Table 2 Major phylotypes obtained from the cellulose-fed MFCa

Fluorescence in-situ hybridization (FISH)

Among the stably present phylotypes, Mfc-6 is affiliated with Chloroflexi Subphylum I that is comprised of filamentous microorganisms present in anaerobic digesters [22, 23], whereas Mfc-9 is affiliated with Rhizobiales that include prosthecate bacteria (e.g, Hyphomicrobium [24]) known to possess filamentous appendages called 'prosthecae' [2527]. In order to investigate the cell morphologies of bacteria represented by these phylotypes, we carried out FISH with specific oligonucleotide probes Hypho1241 [24] and GNSB941 [22]. The nucleotide sequence of probe Hypho1241 was 100% matched with Mfc-6, and the other phylotypes obtained in the present study had more than two mismatches. GNSB941 was 100% matched with phylotypes affiliated with Chloroflexi Subphylum I, among which Mfc-6 was the only phylotype abundantly obtained; non-Chloroflexi Subphylum I phylotypes had more than two mismatches. As shown in panel D in Fig. 5, the FISH result shows that GNSB941 labelled filamentous cells. On the other hand, Hypho1241 labelled rod-shaped cells (panel B), and Nano orange staining showed that some of these cells had filamentous appendages (panel A). Cells with filamentous appendages were relatively few, probably because filamentous cells were difficult to be detached from the biofilm. Nevertheless, it was shown that Hypho1241-labeled cells were abundantly present (38% ± 5% [SD, n = 5] of the Nano orange-stained total cells).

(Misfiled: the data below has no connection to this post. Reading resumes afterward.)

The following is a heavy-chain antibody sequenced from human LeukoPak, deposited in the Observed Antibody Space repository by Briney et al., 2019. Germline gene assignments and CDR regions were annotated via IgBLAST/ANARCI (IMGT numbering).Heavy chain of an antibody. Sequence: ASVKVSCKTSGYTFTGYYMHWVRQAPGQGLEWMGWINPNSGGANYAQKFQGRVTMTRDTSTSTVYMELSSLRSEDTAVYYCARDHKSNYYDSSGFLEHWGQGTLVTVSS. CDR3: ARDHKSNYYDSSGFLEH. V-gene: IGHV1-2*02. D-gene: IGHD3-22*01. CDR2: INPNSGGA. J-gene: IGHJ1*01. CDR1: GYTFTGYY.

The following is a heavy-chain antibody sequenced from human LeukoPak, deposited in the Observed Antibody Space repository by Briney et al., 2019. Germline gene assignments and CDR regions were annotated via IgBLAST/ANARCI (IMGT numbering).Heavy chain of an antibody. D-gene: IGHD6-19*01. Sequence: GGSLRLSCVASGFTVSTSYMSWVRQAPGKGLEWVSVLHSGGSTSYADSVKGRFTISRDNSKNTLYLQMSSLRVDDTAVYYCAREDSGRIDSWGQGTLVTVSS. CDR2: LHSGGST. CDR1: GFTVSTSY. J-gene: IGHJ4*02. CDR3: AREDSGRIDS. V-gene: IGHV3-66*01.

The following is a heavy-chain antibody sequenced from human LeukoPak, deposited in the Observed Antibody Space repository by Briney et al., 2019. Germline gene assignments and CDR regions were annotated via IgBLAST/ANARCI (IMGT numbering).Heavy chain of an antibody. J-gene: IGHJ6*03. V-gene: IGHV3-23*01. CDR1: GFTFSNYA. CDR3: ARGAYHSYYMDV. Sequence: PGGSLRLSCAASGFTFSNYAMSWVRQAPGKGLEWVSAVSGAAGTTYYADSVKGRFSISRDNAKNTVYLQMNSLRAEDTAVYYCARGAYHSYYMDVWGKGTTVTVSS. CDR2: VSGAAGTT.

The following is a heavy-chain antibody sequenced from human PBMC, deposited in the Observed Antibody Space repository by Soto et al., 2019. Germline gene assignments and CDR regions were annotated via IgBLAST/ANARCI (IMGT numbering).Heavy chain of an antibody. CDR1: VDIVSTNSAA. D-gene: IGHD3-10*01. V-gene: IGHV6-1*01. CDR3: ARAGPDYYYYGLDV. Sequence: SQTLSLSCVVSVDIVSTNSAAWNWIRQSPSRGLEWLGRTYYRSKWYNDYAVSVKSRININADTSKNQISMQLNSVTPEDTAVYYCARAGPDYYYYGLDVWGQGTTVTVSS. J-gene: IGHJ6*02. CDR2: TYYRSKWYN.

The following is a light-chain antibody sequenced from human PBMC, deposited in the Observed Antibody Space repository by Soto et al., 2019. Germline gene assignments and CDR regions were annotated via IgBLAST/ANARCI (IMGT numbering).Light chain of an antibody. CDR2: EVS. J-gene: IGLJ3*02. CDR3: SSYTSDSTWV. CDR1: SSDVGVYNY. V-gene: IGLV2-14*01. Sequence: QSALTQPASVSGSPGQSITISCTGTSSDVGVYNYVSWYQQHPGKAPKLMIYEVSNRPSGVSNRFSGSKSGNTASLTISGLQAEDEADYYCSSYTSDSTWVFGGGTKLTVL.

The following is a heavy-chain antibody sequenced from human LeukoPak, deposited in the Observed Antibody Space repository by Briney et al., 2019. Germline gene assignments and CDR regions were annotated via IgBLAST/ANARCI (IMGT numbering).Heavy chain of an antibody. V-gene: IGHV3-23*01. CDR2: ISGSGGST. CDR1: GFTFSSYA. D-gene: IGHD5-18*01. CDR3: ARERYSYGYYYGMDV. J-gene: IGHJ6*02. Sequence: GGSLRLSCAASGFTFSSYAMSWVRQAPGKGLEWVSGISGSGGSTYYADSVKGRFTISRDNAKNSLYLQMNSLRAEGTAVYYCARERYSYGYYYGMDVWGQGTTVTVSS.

Figure 5
figure 5

FISH images for organisms represented by phylotypes Mfc-6 (A, B) and Mfc-9 (C, D). Images for Nano orange-stained (A, C) and FISH probes-labeled (B, D) cells are presented. The scale bar (50 μm) in panel A applies to all panels. FISH-labeled rods with filamentous appendages are indicated with arrows.


The present study investigated the electrogenic biofilm communities established in the anode chamber of a cellulose-fed MFC. In our MFC system, methane was produced along with current (Fig. 1 and Table 1). As 8 moles of electrons are used to biologically produce one mole of methane from carbon dioxide, it is estimated that methane production and electricity generation nearly equally contributed to the terminal electron-accepting reaction in the stable enrichments (phases IV and V). When the cathode was supplemented with ferricyanide (day 87), however, the current was increased to 0.8 mA, while the methane-production rate decreased. In addition, when the external resistor was changed to 100 Ω, the current was increased to over 0.5 mA (data not shown). These results indicate that the electricity generation was suppressed by instrumental limitations of the MFC system. We therefore conclude that electricity generation is superior to methane production in the terminal electron-accepting reaction coupled to cellulose oxidation. From the metabolite analysis, acetate was considered to be one of the major intermediate metabolites of cellulose degradation and possibly used to generate electricity.